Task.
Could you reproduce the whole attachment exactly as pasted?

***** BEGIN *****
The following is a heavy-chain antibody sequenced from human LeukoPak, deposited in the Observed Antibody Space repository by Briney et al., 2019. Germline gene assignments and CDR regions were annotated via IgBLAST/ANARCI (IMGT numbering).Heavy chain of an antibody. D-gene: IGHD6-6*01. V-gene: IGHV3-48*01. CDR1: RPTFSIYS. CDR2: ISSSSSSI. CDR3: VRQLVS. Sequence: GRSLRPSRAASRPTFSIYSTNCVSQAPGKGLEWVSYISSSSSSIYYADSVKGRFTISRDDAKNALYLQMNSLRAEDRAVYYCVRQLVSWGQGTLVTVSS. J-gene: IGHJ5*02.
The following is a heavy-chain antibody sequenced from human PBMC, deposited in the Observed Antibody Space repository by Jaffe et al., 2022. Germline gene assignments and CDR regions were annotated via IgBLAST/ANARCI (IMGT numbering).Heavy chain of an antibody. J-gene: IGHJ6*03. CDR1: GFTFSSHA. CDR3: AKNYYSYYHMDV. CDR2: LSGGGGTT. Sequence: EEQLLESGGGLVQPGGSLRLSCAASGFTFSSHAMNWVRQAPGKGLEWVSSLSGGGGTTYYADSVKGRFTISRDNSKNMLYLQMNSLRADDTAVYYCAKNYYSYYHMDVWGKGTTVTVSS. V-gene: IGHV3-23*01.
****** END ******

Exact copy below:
The following is a heavy-chain antibody sequenced from human LeukoPak, deposited in the Observed Antibody Space repository by Briney et al., 2019. Germline gene assignments and CDR regions were annotated via IgBLAST/ANARCI (IMGT numbering).Heavy chain of an antibody. D-gene: IGHD6-6*01. V-gene: IGHV3-48*01. CDR1: RPTFSIYS. CDR2: ISSSSSSI. CDR3: VRQLVS. Sequence: GRSLRPSRAASRPTFSIYSTNCVSQAPGKGLEWVSYISSSSSSIYYADSVKGRFTISRDDAKNALYLQMNSLRAEDRAVYYCVRQLVSWGQGTLVTVSS. J-gene: IGHJ5*02.
The following is a heavy-chain antibody sequenced from human PBMC, deposited in the Observed Antibody Space repository by Jaffe et al., 2022. Germline gene assignments and CDR regions were annotated via IgBLAST/ANARCI (IMGT numbering).Heavy chain of an antibody. J-gene: IGHJ6*03. CDR1: GFTFSSHA. CDR3: AKNYYSYYHMDV. CDR2: LSGGGGTT. Sequence: EEQLLESGGGLVQPGGSLRLSCAASGFTFSSHAMNWVRQAPGKGLEWVSSLSGGGGTTYYADSVKGRFTISRDNSKNMLYLQMNSLRADDTAVYYCAKNYYSYYHMDVWGKGTTVTVSS. V-gene: IGHV3-23*01.